Send to

Choose Destination
Soc Sci Med. 2009 Sep;69(5):678-81. doi: 10.1016/j.socscimed.2009.06.031. Epub 2009 Jul 15.

Experimental emotional disclosure in women undergoing infertility treatment: Are drop outs better off?

Author information

Aristotle University of Thessaloniki, Greece.


So far, the beneficial effects of personal written emotional disclosure have been mainly examined in relation to past or current stressful/traumatic experiences. The anticipation of a medical event has rarely been studied within this paradigm. This randomized-controlled study examined whether written emotional disclosure would reduce emotional distress and increase pregnancy rates in women undergoing in-vitro fertilization treatment. Participants recruited from women who were undergoing IVF in the north of Greece (n=148) were randomized to an emotional-writing condition, a fact-writing condition and a control condition. Outcomes included fertility-related distress, general distress and a positive indication of pregnancy. Psychological and medical information about women who refused to participate were also collected, and this represented a fourth group for analysis (n=66). Results indicated no significant difference between groups in terms of emotional distress. However, a significant difference was observed with regard to pregnancy results, with the non-participants group reporting the highest percentage of pregnancies. The present study did not support the hypotheses that emotional disclosure will reduce infertility-related or general psychological distress and improve pregnancy outcomes in women undergoing in-vitro fertilization treatment. However, women who refused to participate in the study were more likely to get pregnant. Differences in the beneficial effects of emotional disclosure are discussed.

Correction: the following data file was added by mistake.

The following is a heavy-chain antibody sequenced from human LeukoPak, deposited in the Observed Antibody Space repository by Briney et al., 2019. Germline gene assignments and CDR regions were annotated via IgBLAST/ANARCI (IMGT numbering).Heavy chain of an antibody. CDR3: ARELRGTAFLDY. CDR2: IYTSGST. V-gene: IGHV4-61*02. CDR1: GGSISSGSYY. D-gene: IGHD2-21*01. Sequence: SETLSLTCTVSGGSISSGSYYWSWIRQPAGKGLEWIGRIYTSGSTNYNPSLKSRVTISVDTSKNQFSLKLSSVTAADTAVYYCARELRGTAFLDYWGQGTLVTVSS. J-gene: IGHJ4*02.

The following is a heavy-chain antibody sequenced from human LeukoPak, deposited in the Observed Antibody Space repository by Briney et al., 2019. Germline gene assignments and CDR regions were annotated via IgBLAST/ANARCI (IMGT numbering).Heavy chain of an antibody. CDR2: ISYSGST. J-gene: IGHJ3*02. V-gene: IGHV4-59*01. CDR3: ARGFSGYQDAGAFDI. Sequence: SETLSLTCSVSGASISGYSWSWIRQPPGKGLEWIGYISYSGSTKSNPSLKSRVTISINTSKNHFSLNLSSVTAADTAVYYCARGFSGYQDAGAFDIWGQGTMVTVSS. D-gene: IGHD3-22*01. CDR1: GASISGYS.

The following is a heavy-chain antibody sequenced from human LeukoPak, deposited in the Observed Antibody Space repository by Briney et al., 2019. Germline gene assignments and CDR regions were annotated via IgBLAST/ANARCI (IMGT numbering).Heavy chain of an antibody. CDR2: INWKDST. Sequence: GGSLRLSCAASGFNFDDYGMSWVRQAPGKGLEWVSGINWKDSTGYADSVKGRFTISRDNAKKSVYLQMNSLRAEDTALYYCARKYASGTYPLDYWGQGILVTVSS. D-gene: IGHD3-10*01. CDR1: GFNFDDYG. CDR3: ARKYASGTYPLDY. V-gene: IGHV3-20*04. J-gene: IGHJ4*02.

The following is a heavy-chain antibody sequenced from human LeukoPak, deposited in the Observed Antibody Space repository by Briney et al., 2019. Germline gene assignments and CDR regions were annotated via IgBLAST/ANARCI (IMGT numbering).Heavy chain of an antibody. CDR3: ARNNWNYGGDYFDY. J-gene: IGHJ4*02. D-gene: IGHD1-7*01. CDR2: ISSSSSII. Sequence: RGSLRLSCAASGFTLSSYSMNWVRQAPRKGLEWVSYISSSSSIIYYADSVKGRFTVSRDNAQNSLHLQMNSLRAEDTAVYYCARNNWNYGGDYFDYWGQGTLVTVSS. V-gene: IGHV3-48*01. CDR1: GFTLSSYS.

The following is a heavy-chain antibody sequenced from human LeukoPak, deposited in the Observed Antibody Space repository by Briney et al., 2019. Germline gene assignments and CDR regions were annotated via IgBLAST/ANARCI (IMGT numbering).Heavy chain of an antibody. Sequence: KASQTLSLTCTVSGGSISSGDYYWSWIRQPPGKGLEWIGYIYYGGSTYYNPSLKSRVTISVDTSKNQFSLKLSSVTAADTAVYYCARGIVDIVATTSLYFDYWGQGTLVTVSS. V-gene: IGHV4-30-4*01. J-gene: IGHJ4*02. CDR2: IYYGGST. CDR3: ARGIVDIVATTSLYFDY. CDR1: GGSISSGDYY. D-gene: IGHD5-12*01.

[Indexed for MEDLINE]

Supplemental Content

Full text links

Icon for Elsevier Science
Loading ...
Support Center